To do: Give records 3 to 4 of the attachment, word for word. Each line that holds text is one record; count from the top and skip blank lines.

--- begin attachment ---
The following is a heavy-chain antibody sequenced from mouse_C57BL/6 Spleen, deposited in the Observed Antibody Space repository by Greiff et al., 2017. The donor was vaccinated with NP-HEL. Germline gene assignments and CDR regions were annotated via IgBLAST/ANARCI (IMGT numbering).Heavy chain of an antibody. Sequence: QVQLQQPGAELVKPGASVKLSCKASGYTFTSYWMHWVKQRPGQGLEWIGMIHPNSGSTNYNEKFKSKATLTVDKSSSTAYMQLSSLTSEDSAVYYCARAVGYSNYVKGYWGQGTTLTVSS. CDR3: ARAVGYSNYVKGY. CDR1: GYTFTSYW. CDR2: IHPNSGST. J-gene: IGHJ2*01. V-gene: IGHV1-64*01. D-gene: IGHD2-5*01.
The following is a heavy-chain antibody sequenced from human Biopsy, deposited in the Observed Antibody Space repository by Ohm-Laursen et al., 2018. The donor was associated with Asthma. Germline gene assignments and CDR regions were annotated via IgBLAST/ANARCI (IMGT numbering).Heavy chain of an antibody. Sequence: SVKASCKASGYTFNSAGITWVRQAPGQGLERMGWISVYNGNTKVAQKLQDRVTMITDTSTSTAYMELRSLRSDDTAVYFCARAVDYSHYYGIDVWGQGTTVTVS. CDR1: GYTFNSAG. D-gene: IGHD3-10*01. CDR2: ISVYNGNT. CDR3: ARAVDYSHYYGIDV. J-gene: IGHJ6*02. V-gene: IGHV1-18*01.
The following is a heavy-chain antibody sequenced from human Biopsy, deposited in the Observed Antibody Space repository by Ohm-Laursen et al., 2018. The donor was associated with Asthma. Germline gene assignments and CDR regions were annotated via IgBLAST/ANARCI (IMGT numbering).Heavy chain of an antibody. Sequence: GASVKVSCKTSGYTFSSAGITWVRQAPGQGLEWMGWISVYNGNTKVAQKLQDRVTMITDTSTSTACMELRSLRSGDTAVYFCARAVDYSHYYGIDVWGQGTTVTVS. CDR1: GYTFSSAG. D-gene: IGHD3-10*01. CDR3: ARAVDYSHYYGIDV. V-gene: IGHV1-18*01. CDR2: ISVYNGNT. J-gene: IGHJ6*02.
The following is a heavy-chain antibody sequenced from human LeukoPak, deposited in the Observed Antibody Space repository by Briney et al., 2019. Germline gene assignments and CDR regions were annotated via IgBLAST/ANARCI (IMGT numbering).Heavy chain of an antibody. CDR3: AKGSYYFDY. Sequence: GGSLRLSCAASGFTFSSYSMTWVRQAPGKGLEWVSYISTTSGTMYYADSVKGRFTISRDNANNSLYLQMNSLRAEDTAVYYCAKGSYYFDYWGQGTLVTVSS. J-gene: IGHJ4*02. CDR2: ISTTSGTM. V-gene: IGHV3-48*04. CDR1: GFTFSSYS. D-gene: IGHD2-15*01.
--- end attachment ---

The following is a heavy-chain antibody sequenced from human Biopsy, deposited in the Observed Antibody Space repository by Ohm-Laursen et al., 2018. The donor was associated with Asthma. Germline gene assignments and CDR regions were annotated via IgBLAST/ANARCI (IMGT numbering).Heavy chain of an antibody. Sequence: GASVKVSCKTSGYTFSSAGITWVRQAPGQGLEWMGWISVYNGNTKVAQKLQDRVTMITDTSTSTACMELRSLRSGDTAVYFCARAVDYSHYYGIDVWGQGTTVTVS. CDR1: GYTFSSAG. D-gene: IGHD3-10*01. CDR3: ARAVDYSHYYGIDV. V-gene: IGHV1-18*01. CDR2: ISVYNGNT. J-gene: IGHJ6*02.
The following is a heavy-chain antibody sequenced from human LeukoPak, deposited in the Observed Antibody Space repository by Briney et al., 2019. Germline gene assignments and CDR regions were annotated via IgBLAST/ANARCI (IMGT numbering).Heavy chain of an antibody. CDR3: AKGSYYFDY. Sequence: GGSLRLSCAASGFTFSSYSMTWVRQAPGKGLEWVSYISTTSGTMYYADSVKGRFTISRDNANNSLYLQMNSLRAEDTAVYYCAKGSYYFDYWGQGTLVTVSS. J-gene: IGHJ4*02. CDR2: ISTTSGTM. V-gene: IGHV3-48*04. CDR1: GFTFSSYS. D-gene: IGHD2-15*01.